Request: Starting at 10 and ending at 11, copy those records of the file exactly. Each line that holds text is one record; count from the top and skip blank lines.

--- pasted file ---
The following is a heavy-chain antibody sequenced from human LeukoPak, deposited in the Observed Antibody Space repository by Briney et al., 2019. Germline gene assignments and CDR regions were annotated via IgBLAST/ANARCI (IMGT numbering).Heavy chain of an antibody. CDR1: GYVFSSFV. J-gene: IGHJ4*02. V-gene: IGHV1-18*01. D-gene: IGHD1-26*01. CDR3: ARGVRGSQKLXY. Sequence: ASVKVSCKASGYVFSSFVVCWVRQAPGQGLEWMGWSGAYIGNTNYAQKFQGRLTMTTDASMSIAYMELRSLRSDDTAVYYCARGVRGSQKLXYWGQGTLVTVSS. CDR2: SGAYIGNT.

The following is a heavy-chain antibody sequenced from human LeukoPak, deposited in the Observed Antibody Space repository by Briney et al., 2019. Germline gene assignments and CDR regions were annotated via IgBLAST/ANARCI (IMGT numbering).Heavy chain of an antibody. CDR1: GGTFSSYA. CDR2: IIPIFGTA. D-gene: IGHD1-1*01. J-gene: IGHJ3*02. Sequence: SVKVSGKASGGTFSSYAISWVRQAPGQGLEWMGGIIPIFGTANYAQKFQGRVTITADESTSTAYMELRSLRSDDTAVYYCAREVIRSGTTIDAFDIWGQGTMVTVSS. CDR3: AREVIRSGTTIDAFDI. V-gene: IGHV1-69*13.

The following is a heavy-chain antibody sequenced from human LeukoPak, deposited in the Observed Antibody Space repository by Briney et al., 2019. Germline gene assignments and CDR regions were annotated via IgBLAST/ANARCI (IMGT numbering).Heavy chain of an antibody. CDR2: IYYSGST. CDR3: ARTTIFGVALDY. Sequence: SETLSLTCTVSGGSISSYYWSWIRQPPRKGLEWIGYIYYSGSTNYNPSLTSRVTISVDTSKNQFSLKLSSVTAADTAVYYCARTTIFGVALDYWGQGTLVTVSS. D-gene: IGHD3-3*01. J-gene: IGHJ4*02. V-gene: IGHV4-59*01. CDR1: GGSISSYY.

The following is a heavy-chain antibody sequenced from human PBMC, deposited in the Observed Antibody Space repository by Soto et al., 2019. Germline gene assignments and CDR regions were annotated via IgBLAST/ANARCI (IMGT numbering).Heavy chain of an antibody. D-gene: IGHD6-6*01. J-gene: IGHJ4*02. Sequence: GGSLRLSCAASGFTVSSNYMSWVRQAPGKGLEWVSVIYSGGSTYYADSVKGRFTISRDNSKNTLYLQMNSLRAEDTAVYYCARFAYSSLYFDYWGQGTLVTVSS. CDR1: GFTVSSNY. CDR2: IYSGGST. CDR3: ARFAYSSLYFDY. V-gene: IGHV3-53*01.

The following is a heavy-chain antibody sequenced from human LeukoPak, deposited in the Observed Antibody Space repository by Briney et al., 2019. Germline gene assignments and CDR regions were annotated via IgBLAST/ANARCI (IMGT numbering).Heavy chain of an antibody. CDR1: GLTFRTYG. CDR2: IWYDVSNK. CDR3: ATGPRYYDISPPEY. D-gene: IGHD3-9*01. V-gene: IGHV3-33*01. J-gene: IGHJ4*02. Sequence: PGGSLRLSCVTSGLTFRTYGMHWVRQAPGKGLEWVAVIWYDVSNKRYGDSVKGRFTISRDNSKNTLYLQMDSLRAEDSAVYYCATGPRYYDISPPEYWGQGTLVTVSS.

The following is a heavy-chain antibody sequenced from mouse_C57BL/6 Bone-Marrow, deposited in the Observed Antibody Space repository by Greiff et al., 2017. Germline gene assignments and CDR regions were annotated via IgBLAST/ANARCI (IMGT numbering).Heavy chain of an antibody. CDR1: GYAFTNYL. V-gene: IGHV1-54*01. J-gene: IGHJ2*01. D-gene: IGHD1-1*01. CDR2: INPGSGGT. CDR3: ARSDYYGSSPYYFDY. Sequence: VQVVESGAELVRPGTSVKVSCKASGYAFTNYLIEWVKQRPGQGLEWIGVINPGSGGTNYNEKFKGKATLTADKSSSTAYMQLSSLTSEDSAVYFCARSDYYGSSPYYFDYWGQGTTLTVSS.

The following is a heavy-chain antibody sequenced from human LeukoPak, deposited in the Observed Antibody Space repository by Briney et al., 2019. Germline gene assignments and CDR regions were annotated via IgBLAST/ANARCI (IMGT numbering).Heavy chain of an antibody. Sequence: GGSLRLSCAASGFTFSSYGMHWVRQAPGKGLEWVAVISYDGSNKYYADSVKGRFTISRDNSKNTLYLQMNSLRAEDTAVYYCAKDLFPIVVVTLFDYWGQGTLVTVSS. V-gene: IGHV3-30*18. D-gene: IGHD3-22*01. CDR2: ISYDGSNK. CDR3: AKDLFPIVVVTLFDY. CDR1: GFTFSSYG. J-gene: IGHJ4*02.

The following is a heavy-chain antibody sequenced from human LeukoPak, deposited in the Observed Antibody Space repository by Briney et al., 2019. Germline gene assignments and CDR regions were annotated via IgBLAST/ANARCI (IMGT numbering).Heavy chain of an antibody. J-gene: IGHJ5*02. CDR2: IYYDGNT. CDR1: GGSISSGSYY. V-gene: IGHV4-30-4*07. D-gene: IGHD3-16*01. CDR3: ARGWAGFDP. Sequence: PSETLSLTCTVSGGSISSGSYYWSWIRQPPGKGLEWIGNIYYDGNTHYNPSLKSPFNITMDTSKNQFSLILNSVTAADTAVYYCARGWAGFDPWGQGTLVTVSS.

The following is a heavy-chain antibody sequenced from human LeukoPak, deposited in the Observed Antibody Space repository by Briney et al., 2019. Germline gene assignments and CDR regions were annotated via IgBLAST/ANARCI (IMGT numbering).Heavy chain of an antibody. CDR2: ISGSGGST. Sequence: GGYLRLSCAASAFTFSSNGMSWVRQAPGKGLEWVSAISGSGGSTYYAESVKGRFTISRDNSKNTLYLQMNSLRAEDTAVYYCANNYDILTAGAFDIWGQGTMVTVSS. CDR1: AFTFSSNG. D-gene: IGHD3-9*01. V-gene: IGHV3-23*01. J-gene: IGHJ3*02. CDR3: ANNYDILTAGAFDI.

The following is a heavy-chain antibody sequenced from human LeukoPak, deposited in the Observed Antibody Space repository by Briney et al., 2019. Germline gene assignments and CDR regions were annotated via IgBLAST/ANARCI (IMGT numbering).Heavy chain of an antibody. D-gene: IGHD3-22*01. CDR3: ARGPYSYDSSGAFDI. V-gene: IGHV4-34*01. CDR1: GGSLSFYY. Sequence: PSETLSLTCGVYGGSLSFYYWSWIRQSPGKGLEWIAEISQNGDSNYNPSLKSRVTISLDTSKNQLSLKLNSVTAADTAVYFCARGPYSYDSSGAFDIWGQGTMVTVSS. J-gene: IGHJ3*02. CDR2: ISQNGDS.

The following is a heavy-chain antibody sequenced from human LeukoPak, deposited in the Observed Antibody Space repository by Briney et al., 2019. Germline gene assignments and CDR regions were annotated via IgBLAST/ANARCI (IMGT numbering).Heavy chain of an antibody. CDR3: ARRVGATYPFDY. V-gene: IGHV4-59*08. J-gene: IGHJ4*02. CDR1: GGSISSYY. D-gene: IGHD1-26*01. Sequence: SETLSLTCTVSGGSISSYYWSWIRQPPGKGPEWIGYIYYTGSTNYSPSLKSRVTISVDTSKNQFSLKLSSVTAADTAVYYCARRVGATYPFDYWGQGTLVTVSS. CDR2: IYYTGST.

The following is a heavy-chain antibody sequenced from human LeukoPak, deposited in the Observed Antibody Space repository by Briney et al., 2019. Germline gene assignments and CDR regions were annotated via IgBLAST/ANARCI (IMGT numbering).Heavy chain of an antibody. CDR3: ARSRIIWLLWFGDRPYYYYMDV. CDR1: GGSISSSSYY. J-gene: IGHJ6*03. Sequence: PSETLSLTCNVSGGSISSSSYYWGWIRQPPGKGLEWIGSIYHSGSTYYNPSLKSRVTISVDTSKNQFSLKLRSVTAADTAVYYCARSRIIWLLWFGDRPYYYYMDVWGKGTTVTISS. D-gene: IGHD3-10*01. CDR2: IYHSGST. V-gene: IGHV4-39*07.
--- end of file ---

The following is a heavy-chain antibody sequenced from human LeukoPak, deposited in the Observed Antibody Space repository by Briney et al., 2019. Germline gene assignments and CDR regions were annotated via IgBLAST/ANARCI (IMGT numbering).Heavy chain of an antibody. D-gene: IGHD3-22*01. CDR3: ARGPYSYDSSGAFDI. V-gene: IGHV4-34*01. CDR1: GGSLSFYY. Sequence: PSETLSLTCGVYGGSLSFYYWSWIRQSPGKGLEWIAEISQNGDSNYNPSLKSRVTISLDTSKNQLSLKLNSVTAADTAVYFCARGPYSYDSSGAFDIWGQGTMVTVSS. J-gene: IGHJ3*02. CDR2: ISQNGDS.

The following is a heavy-chain antibody sequenced from human LeukoPak, deposited in the Observed Antibody Space repository by Briney et al., 2019. Germline gene assignments and CDR regions were annotated via IgBLAST/ANARCI (IMGT numbering).Heavy chain of an antibody. CDR3: ARRVGATYPFDY. V-gene: IGHV4-59*08. J-gene: IGHJ4*02. CDR1: GGSISSYY. D-gene: IGHD1-26*01. Sequence: SETLSLTCTVSGGSISSYYWSWIRQPPGKGPEWIGYIYYTGSTNYSPSLKSRVTISVDTSKNQFSLKLSSVTAADTAVYYCARRVGATYPFDYWGQGTLVTVSS. CDR2: IYYTGST.